Myocardial cytokine IL-8 and nitric oxide synthase activity during and after resuscitation: Preliminary observations in regards to post-resuscitation myocardial dysfunction

Karl B Kern, Robert A. Berg, Ronald W. Hilwig, Douglas F Larson, Mohamed A. Gaballa

Research output: Contribution to journalArticle

21 Citations (Scopus)

Abstract

Aim: Increases in serum cytokines have been reported after successful resuscitation from prolonged ventricular fibrillation (VF). Pro-inflammatory cytokines can stimulate inducible nitric oxide synthase (iNOS) to produce excessive levels of nitric oxide (NO). High levels of both myocardial inflammatory cytokines and nitric oxide levels can depress myocardial contractile function. We hypothesized that myocardial pro-inflammatory cytokines and iNOS activity would increase following successful resuscitation from prolonged ventricular fibrillation cardiac arrest, and that such increases would parallel the development of post-resuscitation myocardial dysfunction. Methods: Ventricular fibrillation cardiac arrest was induced in seven domestic swine (25 ± 5 kg). After 10 min of untreated VF, the animals were defibrillated and resuscitated. Left ventricular (LV) systolic and diastolic function measurements, serum samples (arterial and coronary sinus) for IL-8 cytokine quantification, and LV myocardial biopsies were collected before, during, and after resuscitation. Quantification of myocardial endothelial (eNOS) and inducible (iNOS) nitric oxide synthase protein levels were determined using immunoblot analyses and protein localization was examined using immunohistochemistry. Results: Post-resuscitation LV systolic and diastolic functions were depressed while increases in both coronary sinus IL-8 levels and myocardial iNOS activity were found. Compared to pre-arrest baseline, levels of iNOS protein increased during VF (p ≤ 0.05) and continued to increase throughout the post-resuscitation study period of 6 h (p ≤ 0.05). Conclusions: Myocardial inflammatory cytokines and iNOS activity increase during and after prolonged cardiac arrest and successful resuscitation. These increases correspond to the well described decrease in LV function post-resuscitation.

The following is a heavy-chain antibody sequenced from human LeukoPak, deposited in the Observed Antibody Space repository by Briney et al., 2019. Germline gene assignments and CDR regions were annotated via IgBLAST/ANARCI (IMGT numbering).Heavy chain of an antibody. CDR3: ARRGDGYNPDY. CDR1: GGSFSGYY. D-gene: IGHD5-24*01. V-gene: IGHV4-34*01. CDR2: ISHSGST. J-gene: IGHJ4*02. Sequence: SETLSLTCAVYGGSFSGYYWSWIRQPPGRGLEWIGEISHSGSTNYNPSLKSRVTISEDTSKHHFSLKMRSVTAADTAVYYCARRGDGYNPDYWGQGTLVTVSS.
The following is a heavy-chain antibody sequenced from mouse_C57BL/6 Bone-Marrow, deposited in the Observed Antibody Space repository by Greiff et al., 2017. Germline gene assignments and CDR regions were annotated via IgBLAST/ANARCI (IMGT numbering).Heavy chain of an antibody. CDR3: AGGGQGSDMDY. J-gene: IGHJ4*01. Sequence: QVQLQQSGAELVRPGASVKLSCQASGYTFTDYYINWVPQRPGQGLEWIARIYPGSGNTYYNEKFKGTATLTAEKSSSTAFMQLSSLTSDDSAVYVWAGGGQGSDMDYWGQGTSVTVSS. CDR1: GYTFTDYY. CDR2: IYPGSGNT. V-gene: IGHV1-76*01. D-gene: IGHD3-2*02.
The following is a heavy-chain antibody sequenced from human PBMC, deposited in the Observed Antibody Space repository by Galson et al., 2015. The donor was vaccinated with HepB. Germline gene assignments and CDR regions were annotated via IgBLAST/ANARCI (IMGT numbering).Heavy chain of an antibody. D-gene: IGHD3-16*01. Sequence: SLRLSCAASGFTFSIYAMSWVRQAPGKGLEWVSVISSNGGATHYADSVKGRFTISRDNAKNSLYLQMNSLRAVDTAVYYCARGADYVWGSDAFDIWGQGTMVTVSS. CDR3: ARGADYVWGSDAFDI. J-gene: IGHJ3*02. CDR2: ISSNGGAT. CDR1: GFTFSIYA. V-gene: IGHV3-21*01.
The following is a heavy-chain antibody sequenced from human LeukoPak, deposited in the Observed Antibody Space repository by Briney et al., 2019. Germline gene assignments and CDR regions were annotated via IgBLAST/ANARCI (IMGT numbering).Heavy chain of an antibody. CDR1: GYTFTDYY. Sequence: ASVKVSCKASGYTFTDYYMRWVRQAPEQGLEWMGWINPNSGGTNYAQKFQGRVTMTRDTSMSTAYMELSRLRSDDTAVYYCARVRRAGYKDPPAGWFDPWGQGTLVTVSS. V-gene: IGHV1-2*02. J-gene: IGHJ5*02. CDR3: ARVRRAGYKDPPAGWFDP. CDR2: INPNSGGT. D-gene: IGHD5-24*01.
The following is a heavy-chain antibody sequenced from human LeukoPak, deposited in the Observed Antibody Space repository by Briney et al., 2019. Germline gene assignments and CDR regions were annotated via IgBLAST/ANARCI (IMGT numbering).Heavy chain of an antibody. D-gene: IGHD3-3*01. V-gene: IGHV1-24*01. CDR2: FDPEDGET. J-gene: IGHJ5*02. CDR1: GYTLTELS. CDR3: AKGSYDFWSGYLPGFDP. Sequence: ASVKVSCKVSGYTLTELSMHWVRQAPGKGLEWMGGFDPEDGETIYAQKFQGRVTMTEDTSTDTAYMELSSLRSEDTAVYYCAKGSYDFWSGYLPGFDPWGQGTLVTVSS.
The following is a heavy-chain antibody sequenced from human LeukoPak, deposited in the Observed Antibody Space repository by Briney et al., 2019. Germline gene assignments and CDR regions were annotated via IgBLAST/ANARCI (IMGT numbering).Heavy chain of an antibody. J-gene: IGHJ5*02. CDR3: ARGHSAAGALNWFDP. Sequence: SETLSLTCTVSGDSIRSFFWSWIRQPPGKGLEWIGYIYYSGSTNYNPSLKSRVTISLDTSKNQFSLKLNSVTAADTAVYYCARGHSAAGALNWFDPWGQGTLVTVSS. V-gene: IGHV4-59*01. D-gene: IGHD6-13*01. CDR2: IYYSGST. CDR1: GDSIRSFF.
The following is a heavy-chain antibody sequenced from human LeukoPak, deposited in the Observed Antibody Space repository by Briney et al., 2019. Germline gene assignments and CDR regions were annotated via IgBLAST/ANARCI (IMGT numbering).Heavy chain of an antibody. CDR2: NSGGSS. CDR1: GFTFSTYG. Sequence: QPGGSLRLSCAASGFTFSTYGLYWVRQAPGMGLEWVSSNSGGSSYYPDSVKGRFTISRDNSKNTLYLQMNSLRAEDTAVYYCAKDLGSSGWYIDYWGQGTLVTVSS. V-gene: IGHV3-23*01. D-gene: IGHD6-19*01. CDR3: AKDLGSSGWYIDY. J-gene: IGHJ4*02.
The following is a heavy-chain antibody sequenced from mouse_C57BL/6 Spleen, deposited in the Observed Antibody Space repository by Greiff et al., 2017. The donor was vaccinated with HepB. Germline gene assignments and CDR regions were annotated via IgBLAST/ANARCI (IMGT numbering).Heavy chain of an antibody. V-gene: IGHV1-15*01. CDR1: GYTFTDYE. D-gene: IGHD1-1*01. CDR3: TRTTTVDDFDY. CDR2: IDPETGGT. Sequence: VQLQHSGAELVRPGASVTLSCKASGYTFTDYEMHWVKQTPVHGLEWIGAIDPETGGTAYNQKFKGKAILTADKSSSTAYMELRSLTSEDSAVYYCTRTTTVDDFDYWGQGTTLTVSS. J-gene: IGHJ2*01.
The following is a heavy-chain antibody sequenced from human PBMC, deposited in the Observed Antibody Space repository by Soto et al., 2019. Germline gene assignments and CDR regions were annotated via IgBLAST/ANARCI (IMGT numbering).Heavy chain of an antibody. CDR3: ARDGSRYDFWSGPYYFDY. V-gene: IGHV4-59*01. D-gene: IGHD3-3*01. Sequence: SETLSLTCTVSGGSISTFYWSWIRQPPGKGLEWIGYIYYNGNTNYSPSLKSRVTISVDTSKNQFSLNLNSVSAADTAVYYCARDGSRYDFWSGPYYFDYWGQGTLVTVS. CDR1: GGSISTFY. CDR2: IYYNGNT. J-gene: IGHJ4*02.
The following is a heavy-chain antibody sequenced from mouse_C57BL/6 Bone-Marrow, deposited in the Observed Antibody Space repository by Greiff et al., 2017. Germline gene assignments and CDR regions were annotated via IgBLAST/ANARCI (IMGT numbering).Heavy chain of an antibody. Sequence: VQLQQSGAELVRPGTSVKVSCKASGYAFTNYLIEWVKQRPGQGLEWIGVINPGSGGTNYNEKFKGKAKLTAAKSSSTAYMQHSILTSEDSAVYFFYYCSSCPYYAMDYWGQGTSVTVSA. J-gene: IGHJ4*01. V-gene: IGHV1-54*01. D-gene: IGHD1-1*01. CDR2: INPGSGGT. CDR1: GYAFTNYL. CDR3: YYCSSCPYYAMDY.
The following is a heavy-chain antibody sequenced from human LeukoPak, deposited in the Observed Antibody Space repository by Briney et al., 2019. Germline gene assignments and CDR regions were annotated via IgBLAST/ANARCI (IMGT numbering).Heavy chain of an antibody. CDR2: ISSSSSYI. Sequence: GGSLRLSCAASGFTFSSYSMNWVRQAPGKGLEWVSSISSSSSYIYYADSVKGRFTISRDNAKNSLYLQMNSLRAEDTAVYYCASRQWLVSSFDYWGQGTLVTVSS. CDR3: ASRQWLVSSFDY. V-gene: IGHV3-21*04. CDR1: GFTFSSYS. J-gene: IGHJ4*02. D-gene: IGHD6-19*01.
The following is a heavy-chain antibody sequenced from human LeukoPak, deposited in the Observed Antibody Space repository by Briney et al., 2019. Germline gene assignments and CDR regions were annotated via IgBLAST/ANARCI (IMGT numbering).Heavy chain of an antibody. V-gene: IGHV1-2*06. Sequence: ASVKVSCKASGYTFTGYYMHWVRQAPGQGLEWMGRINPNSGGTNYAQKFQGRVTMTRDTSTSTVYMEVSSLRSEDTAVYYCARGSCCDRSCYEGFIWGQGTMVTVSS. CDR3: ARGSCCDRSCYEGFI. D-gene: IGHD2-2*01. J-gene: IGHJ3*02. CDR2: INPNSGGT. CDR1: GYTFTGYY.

Original languageEnglish (US)
Pages (from-to)401-409
Number of pages9
JournalResuscitation
Volume77
Issue number3
DOIs
StatePublished - Jun 2008

Fingerprint

Interleukin-8
Resuscitation
Nitric Oxide Synthase
Nitric Oxide Synthase Type II
Cytokines
Ventricular Fibrillation
Coronary Sinus
Heart Arrest
Nitric Oxide
Induced Heart Arrest
Proteins
Serum
Left Ventricular Function
Swine
Immunohistochemistry
Biopsy

Keywords

  • Cardiopulmonary resuscitation (CPR)
  • Myocardial
  • Nitric oxide
  • Post-resuscitation period
  • Stunning

ASJC Scopus subject areas

  • Cardiology and Cardiovascular Medicine
  • Nursing(all)

Cite this

Myocardial cytokine IL-8 and nitric oxide synthase activity during and after resuscitation : Preliminary observations in regards to post-resuscitation myocardial dysfunction. / Kern, Karl B; Berg, Robert A.; Hilwig, Ronald W.; Larson, Douglas F; Gaballa, Mohamed A.

In: Resuscitation, Vol. 77, No. 3, 06.2008, p. 401-409.

Research output: Contribution to journalArticle

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AU - Larson, Douglas F

AU - Gaballa, Mohamed A.